• The Scope name (previously known as dataverse). In the example below, we’ll use: Default
    • Link type (AzureBlob)
    • Credentials (only one of the following is allowed):
      • Connection string, or
      • Account name and account key, or
      • Account name and shared access signature

All together, creating the Azure Blob Storage link will look something like the following:

Note: It is also possible to create Azure Blob Storage links without credentials, which will then use anonymous authentication. In this case accountName and accountKey are not needed. This approach can be used to access public data.

Step 2: Create an External Analytics Collection

After you create the external links, you can create an external Analytics Collection using Data Definition Language (DDL) statements that refer to the previously created link names.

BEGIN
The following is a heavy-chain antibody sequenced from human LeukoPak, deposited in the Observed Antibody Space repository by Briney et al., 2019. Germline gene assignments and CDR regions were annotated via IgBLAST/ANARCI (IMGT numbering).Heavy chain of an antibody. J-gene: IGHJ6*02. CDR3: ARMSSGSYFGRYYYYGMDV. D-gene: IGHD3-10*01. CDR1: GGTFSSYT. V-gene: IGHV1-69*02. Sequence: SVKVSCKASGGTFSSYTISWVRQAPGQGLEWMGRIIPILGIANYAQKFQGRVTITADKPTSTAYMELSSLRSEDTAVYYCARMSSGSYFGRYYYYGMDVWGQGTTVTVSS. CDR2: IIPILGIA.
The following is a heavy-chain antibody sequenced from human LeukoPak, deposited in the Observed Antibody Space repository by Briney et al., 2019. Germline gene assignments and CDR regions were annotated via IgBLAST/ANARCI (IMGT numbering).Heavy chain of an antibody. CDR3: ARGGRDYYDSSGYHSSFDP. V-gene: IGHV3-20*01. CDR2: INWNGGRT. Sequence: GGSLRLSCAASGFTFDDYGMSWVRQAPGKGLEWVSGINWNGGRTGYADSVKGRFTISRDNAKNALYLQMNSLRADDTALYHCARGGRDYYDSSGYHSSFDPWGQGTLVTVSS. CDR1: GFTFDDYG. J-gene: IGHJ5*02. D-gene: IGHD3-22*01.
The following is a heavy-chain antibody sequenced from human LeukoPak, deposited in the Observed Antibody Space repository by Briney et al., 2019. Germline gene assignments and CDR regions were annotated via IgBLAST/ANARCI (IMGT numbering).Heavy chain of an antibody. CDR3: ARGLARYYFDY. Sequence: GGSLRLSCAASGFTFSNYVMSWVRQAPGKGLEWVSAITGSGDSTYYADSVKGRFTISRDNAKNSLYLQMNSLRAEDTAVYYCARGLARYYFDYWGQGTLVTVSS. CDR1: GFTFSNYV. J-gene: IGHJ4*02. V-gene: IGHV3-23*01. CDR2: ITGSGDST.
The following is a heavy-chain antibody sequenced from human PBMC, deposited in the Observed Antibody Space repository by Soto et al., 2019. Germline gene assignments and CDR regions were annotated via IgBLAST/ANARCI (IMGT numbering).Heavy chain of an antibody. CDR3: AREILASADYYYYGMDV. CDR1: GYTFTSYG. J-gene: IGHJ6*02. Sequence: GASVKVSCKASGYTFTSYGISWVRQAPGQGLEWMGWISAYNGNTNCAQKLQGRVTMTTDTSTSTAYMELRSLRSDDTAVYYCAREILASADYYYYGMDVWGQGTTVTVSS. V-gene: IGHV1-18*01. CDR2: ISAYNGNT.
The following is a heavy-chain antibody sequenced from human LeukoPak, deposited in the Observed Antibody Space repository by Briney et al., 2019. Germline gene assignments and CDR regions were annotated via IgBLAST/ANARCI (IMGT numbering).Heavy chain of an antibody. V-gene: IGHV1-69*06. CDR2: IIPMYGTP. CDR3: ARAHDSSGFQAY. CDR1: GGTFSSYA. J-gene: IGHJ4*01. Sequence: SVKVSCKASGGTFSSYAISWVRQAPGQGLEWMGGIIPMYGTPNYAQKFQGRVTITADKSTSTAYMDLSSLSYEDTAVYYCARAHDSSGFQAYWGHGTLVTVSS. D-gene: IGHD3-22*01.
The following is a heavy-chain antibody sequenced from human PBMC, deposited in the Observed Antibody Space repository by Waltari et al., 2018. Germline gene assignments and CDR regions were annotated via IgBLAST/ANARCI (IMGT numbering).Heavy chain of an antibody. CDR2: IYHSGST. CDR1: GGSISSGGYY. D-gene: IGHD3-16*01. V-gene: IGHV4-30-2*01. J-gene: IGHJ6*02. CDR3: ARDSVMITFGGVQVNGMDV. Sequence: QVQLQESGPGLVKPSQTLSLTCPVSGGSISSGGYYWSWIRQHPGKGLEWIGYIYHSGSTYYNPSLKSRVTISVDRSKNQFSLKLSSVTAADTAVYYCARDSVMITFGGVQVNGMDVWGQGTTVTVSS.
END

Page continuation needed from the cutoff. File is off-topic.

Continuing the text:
The code sample below is the DDL statement to create the Analytics Collection on the Azure Blob Storage link created previously. (cb-analytics-7-0-0-demo is the name of the container in Azure Blob Storage.)

As shown above, the creation of the external Analytics Collection is independent of the link type after you create the links. Multiple Analytics Collections can be created on the same external link to point to different external data containers.

Currently, the external Analytics Collection feature supports the JSON, CSV (comma-separated values), and TSV (tab-separated values) file formats, including compressed gzip files (filenames ending with .gz or .gzip). Both the CSV and TSV formats require you to specify an inline type definition (more on this below). Additional file formats will be supported in future releases of Couchbase Analytics.